I have a speech impediment. I’ve been a stutterer for at least 35 years. (I say it that way because I don’t remember exactly when it started. However, the earliest memory I have of it is in the fourth grade.)
You may have known me for quite a long time and not known about it. Most of the time—really, nearly always—I have no problem with it. A speech pathologist in Anniston named Elizabeth Yarbrough helped me tremendously. (A casual Binging indicates she’s still around and practicing. Perhaps I’ll look her up. Send a thank-you note, anyway.)
Sometimes my stutter recurs when I’m tired. More reliably, it recurs when I have to say something exactly.
For example, sometimes I stutter saying “Hello?” when I answer the telephone, because you pretty much have to say that. Another time I’ve had a bit of trouble in the past is reading in church, which I’m occasionally asked to do. I read from a paper in my hand, but the congregation reads along on the screen behind me. So my opportunities for improvisation are rather limited.
I read this morning from Matthew 18—specifically, the parable of the unforgiving servant. I stuttered only once. It was quite brief—well under one second—and I’m certain no one noticed but me.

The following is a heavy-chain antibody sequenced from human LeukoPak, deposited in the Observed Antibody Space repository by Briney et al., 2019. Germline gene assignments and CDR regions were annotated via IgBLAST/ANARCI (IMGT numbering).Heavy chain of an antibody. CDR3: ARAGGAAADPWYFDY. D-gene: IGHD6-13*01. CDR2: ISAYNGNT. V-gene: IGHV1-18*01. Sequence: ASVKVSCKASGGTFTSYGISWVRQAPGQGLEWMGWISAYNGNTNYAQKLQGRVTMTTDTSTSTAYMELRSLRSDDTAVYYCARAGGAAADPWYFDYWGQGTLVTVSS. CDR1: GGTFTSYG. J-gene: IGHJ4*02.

A few minutes later I went out to refill my coffee and one of the guitar players in the praise band asked if he could talk to me. He said I had blessed him and his son and I never realized it.
When I asked him how, he told me he and his son had been present several years ago when I’d had a lot more trouble reading in church. (When it happens, there’s nothing to do but work through it as best I can. Stressing about it makes it much worse.) I’m sure I smiled through it, offered a brief apology, and continued.
He told me his son has trouble with his speech sometimes, and that I had been really encouraging to him just getting up and speaking like that, knowing what might happen.
Now I’d still rather not have the problem at all. Once in a great while it really bothers me. Last year I was promoting this event in a radio interview and stuttered fairly severely, to the point that the DJ had to cover for me. It was all really quick and a much bigger deal in my head than it was in actuality. Still, you know?
But I felt wonderful this morning learning that I’d helped a young man get a little further in making his peace with such a torment. My friend, you certainly blessed me right back telling me about it. Thank you.